Sunday, April 5, 2015

Towards a Definition of a Document System in CORBA

In beginning to develop a concept for a mobile application utilizing the automotive OBD-II/CAN protocol and an OBD-II interface such as the ScanTool 426101 OBDLink MX, the author has begun developing a corresponding concept of an automotive notebook, such that would be accessible via a CORBA service. Though it may be a concept somewhat less stylish than a concept of a networked car with a Bluetooth or WLAN OBD-II/CAN interface, it is the author's opinion that the concept of an automotive notebook is more the appropriate concept to develop, as the first essentially challenging feature of the design of the application.

The author is familiar with some concepts ascertainable of structured markup formats, including the stylish old adage that XML was defined for separating logic of document structure from style of document presentation. Contrasted to a document format such as HTML or LaTeX, those defining -- essentially -- both structure and presentation information, at least that old stylish adage made for a few convenient keynotes for authors assisting in the original popularization of XML. XML itself -- similar to HTML -- is accompanied with a formal Document Object Model (DOM), and is accompanied furthermore by a formal XML to IDL binding definition -- namely the XML Valuetype mapping -- such that would allow for developing an application interface onto an XML like document structure, via CORBA.

In defining an automotive notebook data type in CORBA IDL as a data type subsumed by notebook, and the notebook data type subsumed by document, the software design then may be implemented as it being orthogonal to a design for a CORBA-based document service.  The Document IDL interface, of course, would not be all that there would be to such a thing, though -- in itself -- it presents some particular design concerns, as to its implementation.

Offhand, the author knows of at least a few variably "Mobile-friendly", variably "Editable" document formats, such that masy occur to mind as with regards to how a CORBA-based document service may be defined, viz a viz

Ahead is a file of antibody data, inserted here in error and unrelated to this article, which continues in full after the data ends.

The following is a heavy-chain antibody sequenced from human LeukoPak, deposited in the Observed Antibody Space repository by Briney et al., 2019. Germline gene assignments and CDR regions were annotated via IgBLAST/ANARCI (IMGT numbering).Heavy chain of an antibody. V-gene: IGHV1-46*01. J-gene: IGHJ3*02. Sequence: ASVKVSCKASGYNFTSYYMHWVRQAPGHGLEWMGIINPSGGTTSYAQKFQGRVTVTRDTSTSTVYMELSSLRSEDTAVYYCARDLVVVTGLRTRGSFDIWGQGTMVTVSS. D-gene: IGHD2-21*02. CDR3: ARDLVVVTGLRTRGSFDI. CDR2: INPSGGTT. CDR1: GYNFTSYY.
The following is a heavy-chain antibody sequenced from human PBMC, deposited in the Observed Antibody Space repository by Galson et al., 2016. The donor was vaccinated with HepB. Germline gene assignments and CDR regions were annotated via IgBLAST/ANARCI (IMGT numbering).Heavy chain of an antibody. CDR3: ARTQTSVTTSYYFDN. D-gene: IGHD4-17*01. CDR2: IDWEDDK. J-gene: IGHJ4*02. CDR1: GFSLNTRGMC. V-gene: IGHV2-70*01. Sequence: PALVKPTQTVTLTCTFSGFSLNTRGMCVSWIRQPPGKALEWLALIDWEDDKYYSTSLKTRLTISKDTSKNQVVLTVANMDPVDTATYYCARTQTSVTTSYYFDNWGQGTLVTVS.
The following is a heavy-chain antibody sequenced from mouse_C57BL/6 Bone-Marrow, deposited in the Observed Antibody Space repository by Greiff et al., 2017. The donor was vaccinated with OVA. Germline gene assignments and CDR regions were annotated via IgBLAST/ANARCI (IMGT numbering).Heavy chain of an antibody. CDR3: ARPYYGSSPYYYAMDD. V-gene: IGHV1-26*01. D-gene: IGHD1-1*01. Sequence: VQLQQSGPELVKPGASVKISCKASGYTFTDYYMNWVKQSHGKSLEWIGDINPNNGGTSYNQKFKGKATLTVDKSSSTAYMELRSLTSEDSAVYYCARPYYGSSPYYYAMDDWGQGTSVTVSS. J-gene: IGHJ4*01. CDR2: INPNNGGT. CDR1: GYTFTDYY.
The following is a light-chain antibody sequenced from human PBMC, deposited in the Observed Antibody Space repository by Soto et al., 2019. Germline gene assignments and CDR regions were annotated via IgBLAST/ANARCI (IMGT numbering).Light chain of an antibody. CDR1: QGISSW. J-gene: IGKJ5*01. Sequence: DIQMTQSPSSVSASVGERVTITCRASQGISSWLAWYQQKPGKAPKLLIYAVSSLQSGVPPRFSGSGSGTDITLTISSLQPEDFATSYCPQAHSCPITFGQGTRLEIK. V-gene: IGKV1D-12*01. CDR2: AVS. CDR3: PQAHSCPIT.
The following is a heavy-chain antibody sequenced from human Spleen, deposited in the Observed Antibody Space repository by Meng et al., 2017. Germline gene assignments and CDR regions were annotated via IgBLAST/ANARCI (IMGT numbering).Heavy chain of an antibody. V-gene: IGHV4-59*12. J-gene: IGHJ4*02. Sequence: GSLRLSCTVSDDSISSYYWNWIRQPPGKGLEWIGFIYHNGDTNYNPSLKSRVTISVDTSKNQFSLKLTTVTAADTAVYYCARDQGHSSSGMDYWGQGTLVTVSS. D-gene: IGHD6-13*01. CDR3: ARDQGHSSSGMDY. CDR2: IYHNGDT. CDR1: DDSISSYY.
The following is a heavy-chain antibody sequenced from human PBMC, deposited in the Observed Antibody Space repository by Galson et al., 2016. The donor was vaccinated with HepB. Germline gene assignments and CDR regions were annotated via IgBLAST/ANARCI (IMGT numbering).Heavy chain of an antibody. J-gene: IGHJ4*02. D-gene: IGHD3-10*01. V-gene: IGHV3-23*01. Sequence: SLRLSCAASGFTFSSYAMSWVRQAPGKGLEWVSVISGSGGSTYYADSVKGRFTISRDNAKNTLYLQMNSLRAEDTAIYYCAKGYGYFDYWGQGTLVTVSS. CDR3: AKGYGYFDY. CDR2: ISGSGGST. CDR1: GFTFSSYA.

• EPUB Book
  • ODF Document Package
  • DocBook Article
In the author's opinion, the last one of those three presents the most appealing alternative.

Albeit, DocBook does not -- in itself -- define a document container format, such as may be applied for purpose of streams-oriented document storage and streams-oriented document distribution -- namely, in as any single document being stored as a single filesystem object including text, graphics, tables, charts, and so on. In the author's opinion, the appeal of DocBook for this document system design, the appeal is not so much for developing a streams-friendly storage model, but rather for developing a semantically meaningful markup model, separate to any manner of an aesthetically appealing presentation model -- as whether for visual document presentation, or audible document presentation, or for a braille document presentation.

As with regards to developing a visual presentation model for applications in a document service as would implement the XML valuetype mapping for CORBA IDL, a concept of XSL formatting objects (XSL-FO) occurs to the author's consideration. XSL-FO is implemented in Apache FOP. In a sense, XSL-FO is to XML as like DSSSL is to SGML. In another sense: XSL-FO serves to develop a page-oriented rendering for XML, via XSL transformations.

With a further binding for Cascading Sytlesheets (CSS) defined onto the XSL-FO layer in the presentational aspects of the same document service -- thus, with an object model for data structures in a manner of CSS presentational information, then defined with a set of CORBA IDL interfaces -- the presentational aspects of the document service may then be designed with a complete data model, insofar as data structures for presentation of the underlying XML valuetype mapping. To implement a set of human computer interface (HCI) elements for the same document service design,  however, that would be one of the inevitable "Tricky parts."

If in the design of a software model, one may make reference to an item of existing work, in software applications -- even insofar as with regards to designs of human-computer interfaces -- the stylesheet editing components of UX Write then occur to the author's consideration. UX Write is an application available on Apple iOS mobile devices. In the HCI design of UX Write, as the author recalls, UX Write provides a separate interface for each of style editing and for document editing. The features defined to a style in the style editing interface, then, would serve to affect how the markup of a document in UX Write is presented in the document editing interface. The document editing interface may as much be viewed as a markup editing interface, but not in so far as for editing of bare markup -- rather, a sort of stylized markup editing interface. Thus, there is a design concept available, insofar as for how a document editor application may be implemented with a set of separate features for document editing and for presentational style editing. That, in itself, would still not serve to provide a convenient document editing toolkit, though it is towards a design of something like as so,  for an implementation onto CORBA, whether or not with round-trip serialization onto individual files in a filesystem.

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